What is an archetypical form of life that has existed for eons without changing? Pondering this question, Tony Cragg learned of a freshwater algae known as “Spyrogyra” that evolved around eight hundred million years ago and still exists today. The artist has commented that “they are proficient at survival,” and the spirals in this work resemble the chloroplasts inside the cells of these organisms. Cragg permits different configurations in the arrangement of these glass bottles when they are on display. However, each combination changes the locations where bottles are and are not attached. In a way, this situation expresses the progression of life. Visitors that would like to know more about the context of this work should look into Bottle Rack by the artist Marcel Duchamp.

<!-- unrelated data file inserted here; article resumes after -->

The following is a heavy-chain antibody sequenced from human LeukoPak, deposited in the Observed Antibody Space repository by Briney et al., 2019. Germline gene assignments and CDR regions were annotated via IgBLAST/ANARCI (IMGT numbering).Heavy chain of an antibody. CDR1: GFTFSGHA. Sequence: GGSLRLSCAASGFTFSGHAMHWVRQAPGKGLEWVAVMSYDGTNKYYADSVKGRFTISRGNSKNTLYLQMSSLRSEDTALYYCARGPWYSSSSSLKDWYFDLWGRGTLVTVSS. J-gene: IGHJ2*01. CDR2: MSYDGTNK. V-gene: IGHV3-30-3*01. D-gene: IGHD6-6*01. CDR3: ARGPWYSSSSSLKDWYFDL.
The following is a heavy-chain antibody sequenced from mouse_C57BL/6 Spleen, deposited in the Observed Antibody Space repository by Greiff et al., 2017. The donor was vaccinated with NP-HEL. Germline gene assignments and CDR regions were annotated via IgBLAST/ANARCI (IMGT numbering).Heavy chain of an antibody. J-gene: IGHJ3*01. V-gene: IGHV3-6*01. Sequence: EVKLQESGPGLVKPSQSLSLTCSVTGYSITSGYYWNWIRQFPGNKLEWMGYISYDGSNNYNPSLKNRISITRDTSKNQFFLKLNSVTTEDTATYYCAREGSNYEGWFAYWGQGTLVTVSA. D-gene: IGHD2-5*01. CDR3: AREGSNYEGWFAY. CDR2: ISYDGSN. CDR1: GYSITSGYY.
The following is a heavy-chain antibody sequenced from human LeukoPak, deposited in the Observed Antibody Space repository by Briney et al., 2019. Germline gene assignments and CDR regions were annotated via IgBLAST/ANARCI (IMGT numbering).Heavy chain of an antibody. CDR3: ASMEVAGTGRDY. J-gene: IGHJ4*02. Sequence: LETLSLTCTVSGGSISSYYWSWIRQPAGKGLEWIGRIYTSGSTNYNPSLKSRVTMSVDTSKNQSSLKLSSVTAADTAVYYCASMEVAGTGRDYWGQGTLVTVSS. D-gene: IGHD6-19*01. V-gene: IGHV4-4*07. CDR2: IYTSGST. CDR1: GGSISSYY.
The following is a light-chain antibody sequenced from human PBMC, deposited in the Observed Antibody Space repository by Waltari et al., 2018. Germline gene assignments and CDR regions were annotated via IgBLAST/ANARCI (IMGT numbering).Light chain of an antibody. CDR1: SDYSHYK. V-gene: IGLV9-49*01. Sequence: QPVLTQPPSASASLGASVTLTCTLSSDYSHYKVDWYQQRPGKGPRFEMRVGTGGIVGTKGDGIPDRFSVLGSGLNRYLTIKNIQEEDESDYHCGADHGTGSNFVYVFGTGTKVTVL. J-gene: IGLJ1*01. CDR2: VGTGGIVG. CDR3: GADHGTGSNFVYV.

This small, modest work is made from discarded plastic bottles collected by Cragg from the banks of the river Rhine and the streets near his home in a northwest German town. However, this is not merely a disorderly arrangement of bottles that were consumed by society, abandoned, and then placed on a shelf. Looking more closely we can see that the bottles are ordered from the viewer’s left to right according to color: yellow, orange, red, blue, and green. There is also a transformation of form from a vessel shape, to a bird, to that of a person. This visual humor hints at the history of mankind’s evolutionary progression as we have wandered through existence. This work is a clear example of how Cragg uses commonplace materials from ordinary life to give expression to his views on the state of modern society and new things.